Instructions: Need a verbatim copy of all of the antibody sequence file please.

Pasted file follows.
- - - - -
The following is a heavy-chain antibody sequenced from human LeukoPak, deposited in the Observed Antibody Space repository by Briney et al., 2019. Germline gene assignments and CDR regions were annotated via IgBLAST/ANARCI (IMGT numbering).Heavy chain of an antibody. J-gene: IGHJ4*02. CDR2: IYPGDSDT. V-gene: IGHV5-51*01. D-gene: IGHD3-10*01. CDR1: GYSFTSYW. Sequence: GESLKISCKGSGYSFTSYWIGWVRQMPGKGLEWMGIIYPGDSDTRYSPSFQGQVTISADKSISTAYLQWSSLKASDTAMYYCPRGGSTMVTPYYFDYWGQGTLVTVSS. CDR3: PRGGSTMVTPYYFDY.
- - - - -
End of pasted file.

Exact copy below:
The following is a heavy-chain antibody sequenced from human LeukoPak, deposited in the Observed Antibody Space repository by Briney et al., 2019. Germline gene assignments and CDR regions were annotated via IgBLAST/ANARCI (IMGT numbering).Heavy chain of an antibody. J-gene: IGHJ4*02. CDR2: IYPGDSDT. V-gene: IGHV5-51*01. D-gene: IGHD3-10*01. CDR1: GYSFTSYW. Sequence: GESLKISCKGSGYSFTSYWIGWVRQMPGKGLEWMGIIYPGDSDTRYSPSFQGQVTISADKSISTAYLQWSSLKASDTAMYYCPRGGSTMVTPYYFDYWGQGTLVTVSS. CDR3: PRGGSTMVTPYYFDY.